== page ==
Chocoholics can kick their habit and they don't have to give up chocolate in the process.
Moderation, not abstinence, is the key to correcting bad food habits and dieters who know they can have chocolate are less likely to binge on it.
"If you know indulging yourself occasionally is OK, even sensible, then you don't have to gorge," said Glorida Arenson, a diet counselor in Santa Barbara.
Arenson, author of "Binge Eating: How to Stop it Forever," said that food craving was not a disease like alcoholism and that "moderate limitation works, while extreme cycles of deprivation and gorging only make the problem worse."
Chocoholics may crave chocolate for reasons that are chemical, hormonal and emotional.
On the chemical side, chocolate contains caffeine, a stimulant and mood lifter. On the hormonal side, many studies show that women suffering premenstrual syndrome have low blood levels of magnesium, a mineral in which chocolate is high.
Psychologically, chocolate's blend of sweetness, bitterness and saturated fat has long been associated with reward. During World War II, the staples for U.S. troops were ammunition, clothing and chocolate to boost morale.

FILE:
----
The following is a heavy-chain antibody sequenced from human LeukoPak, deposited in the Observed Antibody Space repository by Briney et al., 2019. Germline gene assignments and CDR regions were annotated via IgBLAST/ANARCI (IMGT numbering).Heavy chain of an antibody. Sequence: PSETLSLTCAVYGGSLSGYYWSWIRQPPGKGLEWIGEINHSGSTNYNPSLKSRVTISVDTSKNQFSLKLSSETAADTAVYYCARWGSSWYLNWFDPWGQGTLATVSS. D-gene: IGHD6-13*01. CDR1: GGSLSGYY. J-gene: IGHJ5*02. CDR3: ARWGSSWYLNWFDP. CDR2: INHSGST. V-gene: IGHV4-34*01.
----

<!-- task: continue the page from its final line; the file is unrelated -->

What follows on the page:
Here are some useful techniques in toning down the chocolate habit:
--Add magnesium to your diet. Some nutritionists believe anyone who constantly craves chocolate has a magnesium deficiency. A calcium-magnesium tablet taken three times a day may help cravings without adding calories. Foods high in magnesium are green vegetables, soybeans and whole grains.
--Avoid blood-sugar lows, which can cause cravings. Don't allow more than four hours to elapse without having a little protein (eggs, fish, poultry, meat) and complex carbohydrate (fruit, whole grains). These foods help keep insulin production level, as does regular aerobic exercise.
--Stop denying unpleasant feelings, which can lead to a compulsive need to eat.